[0026] P channel MOS transistor 3 and N channel MOS transistor 8 form a first inverter that provides an inverted signal of the signal applied to storage node N1 to storage node N2. P channel MOS transistor 2 and N channel MOS transistor 7 form a second inverter that provides to node N1 an inverted signal of the signal applied to storage node N2. The first and second inverters form a latch circuit. Storage nodes N1 and N2 latch signals complementary to each other. For example, the latching of an H level and an L level at storage nodes N1 and N2, respectively, corresponds to the storage of data “1”. The latching of an L level and an H level in storage nodes N1 and N2, respectively, corresponds to the storage of data “0”.

[0027] N channel MOS transistors 9 and 10 are connected in parallel to N channel MOS transistors 7 and 8, respectively, and receive a write permit signal WE at their gates. N channel MOS transistors 11 and 12 are connected between the other end of program line PL of tunneling magneto-resistance elements 13 and 14, respectively, and the line of ground potential GND, and receive write permit signal WE at their gates.

[0028] When signal WE attains an H level of activation, N channel MOS transistors 9 and 12 conduct. A large current flows to the line of ground potential GND from one of storage nodes N1 and N2 attaining an H level (for example node N1) through N channel MOS transistor 9, program line PL of tunneling magneto-resistance element 13, and N channel MOS transistor 11. The magnetizing direction of free magnetic layer 18 of tunneling magneto-resistance element 13 is reversed, whereby the resistance of tunneling magneto-resistance element 13 increases.

[0029] N channel MOS transistor 4 is connected between storage nodes N1 and N2, and receives signal SE at its gate. Signal SE goes high when power is turned on, and is gradually pulled down to an L level. Accordingly, the signals in tunneling magneto-resistance elements 13 and 14 can be read out stably into storage nodes N1 and N2.

[0030] The operation of memory cell 1 will be described here. Elements 2, 3, 5-8, 13, and 14 form a memory cell of a general SRAM. Therefore, writing a data signal into storage nodes N1 and N2 is performed in a manner similar to that of a general SRAM.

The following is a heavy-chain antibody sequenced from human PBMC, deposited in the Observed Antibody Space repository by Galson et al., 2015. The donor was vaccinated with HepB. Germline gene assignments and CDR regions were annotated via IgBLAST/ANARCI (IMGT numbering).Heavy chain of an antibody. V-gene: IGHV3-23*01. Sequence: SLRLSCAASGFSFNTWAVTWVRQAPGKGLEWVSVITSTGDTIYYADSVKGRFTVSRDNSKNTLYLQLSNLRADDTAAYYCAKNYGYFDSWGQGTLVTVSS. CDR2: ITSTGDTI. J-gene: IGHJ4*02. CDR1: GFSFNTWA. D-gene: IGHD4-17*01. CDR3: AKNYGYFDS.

[0031] Specifically, signals SE and WE are driven to an L level, and digit line DL goes low. Then, word line WL is driven to the selected level of H. According to the write data signal, one of bit lines BL and ZBL (for example bit line BL) is driven to an H level and the other bit line (in this case, bit line ZBL) is driven to an L level. Accordingly, N channel MOS transistors 5 and 6 are rendered conductive, and the potentials of bit lines BL and ZBL are latched in storage nodes N1 and N2, respectively, by MOS transistors 2, 3, 7, and 8. By driving word line WL to the non-selected level of L, data is stored in storage nodes N1 and N2.

[0032] In the case where the data in storage nodes N1 and N2 are to be written into tunneling magneto-resistance elements 13 and 14, signals SE and WE are pulled down to an L level. Also, word line WL is pulled down to an L level. A predetermined current is conducted to digit line DL to apply an auxiliary magnetic field in the hard magnetizing direction. Then, signal WE is pulled up to an H level to render N channel MOS transistors 9-12 conductive.

[0033] In the case where storage nodes N1 and N2 latch an H level and an L level, respectively, current flows from the line of a power supply potential VDD to the line of ground potential GND via P channel MOS transistor 2, storage node N1, N channel MOS transistor 9, program line PL at the surface of tunneling magneto-resistance element 13, and N channel MOS transistor 11. By this current, a magnetic field in the easy magnetizing direction is generated to reverse the magnetizing direction of free magnetic layer 18 of tunneling magneto-resistance element 13. As a result, the resistance of tunneling magneto-resistance element 13 is increased.

[0034] In the case where storage nodes N1 and N2 latch an L level and an H level, respectively, current flows from the line of power supply potential VDD to the line of ground potential GND via P channel MOS transistor 3, storage node N2, N channel MOS transistor 10, program line PL at the surface of tunneling magneto-resistance element 14, and N channel MOS transistor 12. By this current, a magnetic field in the easy magnetizing direction is generated to reverse the magnetizing direction of free magnetic layer 18 of tunneling magneto-resistance element 14. As a result, the resistance of tunneling magneto-resistance element 14 increases. Upon signal WE going low, the data transfer from storage nodes N1 and N2 to tunneling magneto-resistance elements 13 and 14 ends.